UACES Facebook Discovery Farm program giving producers tools to manage nutrients

Discovery Farm program giving producers tools to manage nutrients

Fast facts

  • Discovery Farm program data giving tools to better management nutrients
  • “Farmers are very good at … implementing solutions.” Mike Daniels

(540 words)

LITTLE ROCK – The Discovery Farm program is helping provide farmers the information they need to keep nutrient loss to a minimum, said Mike Daniels, water quality and nutrient management specialist with the University of Arkansas System Division of Agriculture.

“It’s empowering for the producer to see what’s coming off the land,” Daniels said Wednesday.

Daniels was part of a panel discussion on the “Importance of Nutrient Reduction Activities by Private Landowners at the spring public meeting of the Mississippi River Gulf of Mexico Watershed Nutrient Task Force. The meeting was held Wednesday at Little Rock’s Statehouse Convention Center.  

The presenters discussed projects aimed at restoring water quality in the Gulf of Mexico.

Daniels shared the case of Steve Stevens, the example cotton farm in Arkansas’ nine-farm strong Discovery Farm program. Daniels said that when the farmer was first approached to join, he declined. Emphatically.

However, since seeing the data from his farm, his reluctance has evaporated, and he is eager to share the findings with anyone who’s interested.

“The first year’s data is showing that he’s doing pretty good, and I think he wants to refine it,” Daniels said. Once farmers “see the data, they’re willing to make changes. Steve knows that if he is losing nitrogen, he’s losing money. That nitrogen is expensive.”

A key tool to nutrient management in Arkansas is soil testing. Daniels noted that when he first came aboard at the University of Arkansas Cooperative Extension Service, the soils lab was taking in 70,000 samples a year.

“In 2012, we pulled 178,000 soil test samples,” he said. “Some of those were mandatory for nutrient management plans, but the vast majority is voluntary.”

The eagerness to use soil testing demonstrates that “our farmers are very good at monitoring their land and implementing solutions,” Daniels said. “We often don’t give them credit for that.”

Daniels said that while it is difficult to make a direct connection between what’s found through edge-of-field monitoring to what might be flowing into the Mississippi River, the monitoring information “gives farmers the confidence to make changes.”

Still, Daniels said farmers need better tools to help guide their work, and there’s a big opportunity for land grant universities and other agencies to work together to develop those tools.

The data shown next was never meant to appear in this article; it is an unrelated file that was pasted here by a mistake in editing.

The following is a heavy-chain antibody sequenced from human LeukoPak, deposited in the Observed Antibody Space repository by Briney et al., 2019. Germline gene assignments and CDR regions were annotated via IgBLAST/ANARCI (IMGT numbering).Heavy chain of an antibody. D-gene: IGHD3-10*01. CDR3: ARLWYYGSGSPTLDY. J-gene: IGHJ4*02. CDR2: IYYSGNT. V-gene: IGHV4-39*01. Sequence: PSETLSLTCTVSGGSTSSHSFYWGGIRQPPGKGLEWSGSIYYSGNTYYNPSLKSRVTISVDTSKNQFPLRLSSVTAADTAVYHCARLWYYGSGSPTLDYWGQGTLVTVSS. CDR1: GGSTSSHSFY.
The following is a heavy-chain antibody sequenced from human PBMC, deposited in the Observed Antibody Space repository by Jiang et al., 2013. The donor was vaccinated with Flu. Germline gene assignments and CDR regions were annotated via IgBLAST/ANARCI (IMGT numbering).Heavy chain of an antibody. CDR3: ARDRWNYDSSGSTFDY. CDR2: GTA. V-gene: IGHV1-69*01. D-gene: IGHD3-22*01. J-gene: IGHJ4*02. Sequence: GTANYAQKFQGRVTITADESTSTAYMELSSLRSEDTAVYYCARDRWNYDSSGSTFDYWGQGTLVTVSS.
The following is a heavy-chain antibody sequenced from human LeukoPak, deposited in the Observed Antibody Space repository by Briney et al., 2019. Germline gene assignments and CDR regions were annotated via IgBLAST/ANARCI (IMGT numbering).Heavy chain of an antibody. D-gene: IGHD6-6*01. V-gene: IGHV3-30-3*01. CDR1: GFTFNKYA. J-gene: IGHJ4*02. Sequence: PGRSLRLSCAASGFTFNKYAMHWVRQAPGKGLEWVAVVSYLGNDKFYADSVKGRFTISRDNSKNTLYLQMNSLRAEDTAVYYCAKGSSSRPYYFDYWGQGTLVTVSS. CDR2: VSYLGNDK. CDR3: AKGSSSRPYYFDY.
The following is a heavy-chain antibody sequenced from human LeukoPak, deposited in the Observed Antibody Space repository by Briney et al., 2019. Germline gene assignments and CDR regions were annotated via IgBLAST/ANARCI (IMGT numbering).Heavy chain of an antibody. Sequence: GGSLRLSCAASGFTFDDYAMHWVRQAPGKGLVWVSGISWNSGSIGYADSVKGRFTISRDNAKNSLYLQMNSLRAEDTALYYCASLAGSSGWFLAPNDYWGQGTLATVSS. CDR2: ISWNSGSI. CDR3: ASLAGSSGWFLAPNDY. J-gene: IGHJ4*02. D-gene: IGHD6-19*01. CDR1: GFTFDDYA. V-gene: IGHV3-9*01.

Also on Wednesday’s program was Andrew Sharpley, professor with the University of Arkansas System Division of Agriculture and a globally recognized expert in water quality and nutrient management.

Sharpley is the leader of the Big Creek Research and Extension Team, which is studying a controversial hog farm in the Buffalo River watershed in north Arkansas. He was part of a panel discussing “Enhancing Nutrient Stewardship at the Local Level.”

Sharpley gave attendees an overview of the work being done on the hog farm and, citing the many partnerships at work in the study, called it a “great example of land grant working with a government agency.”

Sharpley and Daniels were among the presenters at the spring public meeting of the Mississippi River Gulf of Mexico Watershed Nutrient Task Force. The meeting was held Wednesday at Little Rock’s Statehouse Convention Center.

A day earlier, participants in the meeting were in Stuttgart to hear presentations and tour the Terry Dabbs farm, one of the statewide Discovery Farms, where researchers are monitoring edge-of-field runoff and water quality.

The Discovery Farm program is operated with many partners: University of Arkansas System Division of Agriculture, Arkansas Farm Bureau, Arkansas Soybean Promotion Board, Arkansas Rice Check-off, Arkansas Corn & Grain Sorghum Board, Arkansas Association of Conservation Districts, Cotton Inc., The Walton Family Foundation, the state of Arkansas, Arkansas Natural Resources Commission and Monsanto.

For more information on water quality, contact your county extension office, or visit www.uaex.edu.

The University of Arkansas System Division of Agriculture offers its programs to all eligible persons regardless of race, color, national origin, religion, gender, age, disability, marital or veteran status, or any other legally protected status, and is an Affirmative Action/Equal Opportunity Employer.


By Mary Hightower
The Cooperative Extension Service
U of A System Division of Agriculture

Media Contact: Mary Hightower
Dir. of Communication Services
U of A Division of Agriculture
Cooperative Extension Service
(501) 671-2126
mhightower@uaex.edu

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